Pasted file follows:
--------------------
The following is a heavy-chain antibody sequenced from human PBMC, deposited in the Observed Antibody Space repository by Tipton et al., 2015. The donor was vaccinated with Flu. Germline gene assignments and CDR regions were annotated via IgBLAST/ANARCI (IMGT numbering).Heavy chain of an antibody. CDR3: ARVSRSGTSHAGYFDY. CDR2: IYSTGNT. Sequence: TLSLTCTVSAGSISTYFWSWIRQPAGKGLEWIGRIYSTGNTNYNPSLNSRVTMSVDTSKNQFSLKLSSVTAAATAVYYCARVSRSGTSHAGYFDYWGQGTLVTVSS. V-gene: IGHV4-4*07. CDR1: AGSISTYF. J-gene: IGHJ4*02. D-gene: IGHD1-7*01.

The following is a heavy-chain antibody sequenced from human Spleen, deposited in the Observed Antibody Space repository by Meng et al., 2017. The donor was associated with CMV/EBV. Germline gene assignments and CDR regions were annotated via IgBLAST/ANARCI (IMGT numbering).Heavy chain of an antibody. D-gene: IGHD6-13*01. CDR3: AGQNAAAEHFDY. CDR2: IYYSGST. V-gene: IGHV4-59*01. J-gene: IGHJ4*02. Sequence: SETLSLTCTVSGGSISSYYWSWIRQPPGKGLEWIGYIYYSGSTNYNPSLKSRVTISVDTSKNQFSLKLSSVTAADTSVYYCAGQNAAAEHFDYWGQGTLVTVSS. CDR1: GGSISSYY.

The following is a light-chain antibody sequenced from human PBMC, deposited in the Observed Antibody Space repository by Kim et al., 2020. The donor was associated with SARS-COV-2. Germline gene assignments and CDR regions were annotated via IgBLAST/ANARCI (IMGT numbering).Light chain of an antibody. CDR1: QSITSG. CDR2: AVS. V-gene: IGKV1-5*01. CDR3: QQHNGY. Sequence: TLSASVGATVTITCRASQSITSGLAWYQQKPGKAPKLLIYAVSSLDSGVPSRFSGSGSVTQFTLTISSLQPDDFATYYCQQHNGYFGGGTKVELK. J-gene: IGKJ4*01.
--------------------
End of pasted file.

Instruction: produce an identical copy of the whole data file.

The following is a heavy-chain antibody sequenced from human PBMC, deposited in the Observed Antibody Space repository by Tipton et al., 2015. The donor was vaccinated with Flu. Germline gene assignments and CDR regions were annotated via IgBLAST/ANARCI (IMGT numbering).Heavy chain of an antibody. CDR3: ARVSRSGTSHAGYFDY. CDR2: IYSTGNT. Sequence: TLSLTCTVSAGSISTYFWSWIRQPAGKGLEWIGRIYSTGNTNYNPSLNSRVTMSVDTSKNQFSLKLSSVTAAATAVYYCARVSRSGTSHAGYFDYWGQGTLVTVSS. V-gene: IGHV4-4*07. CDR1: AGSISTYF. J-gene: IGHJ4*02. D-gene: IGHD1-7*01.

The following is a heavy-chain antibody sequenced from human Spleen, deposited in the Observed Antibody Space repository by Meng et al., 2017. The donor was associated with CMV/EBV. Germline gene assignments and CDR regions were annotated via IgBLAST/ANARCI (IMGT numbering).Heavy chain of an antibody. D-gene: IGHD6-13*01. CDR3: AGQNAAAEHFDY. CDR2: IYYSGST. V-gene: IGHV4-59*01. J-gene: IGHJ4*02. Sequence: SETLSLTCTVSGGSISSYYWSWIRQPPGKGLEWIGYIYYSGSTNYNPSLKSRVTISVDTSKNQFSLKLSSVTAADTSVYYCAGQNAAAEHFDYWGQGTLVTVSS. CDR1: GGSISSYY.

The following is a light-chain antibody sequenced from human PBMC, deposited in the Observed Antibody Space repository by Kim et al., 2020. The donor was associated with SARS-COV-2. Germline gene assignments and CDR regions were annotated via IgBLAST/ANARCI (IMGT numbering).Light chain of an antibody. CDR1: QSITSG. CDR2: AVS. V-gene: IGKV1-5*01. CDR3: QQHNGY. Sequence: TLSASVGATVTITCRASQSITSGLAWYQQKPGKAPKLLIYAVSSLDSGVPSRFSGSGSVTQFTLTISSLQPDDFATYYCQQHNGYFGGGTKVELK. J-gene: IGKJ4*01.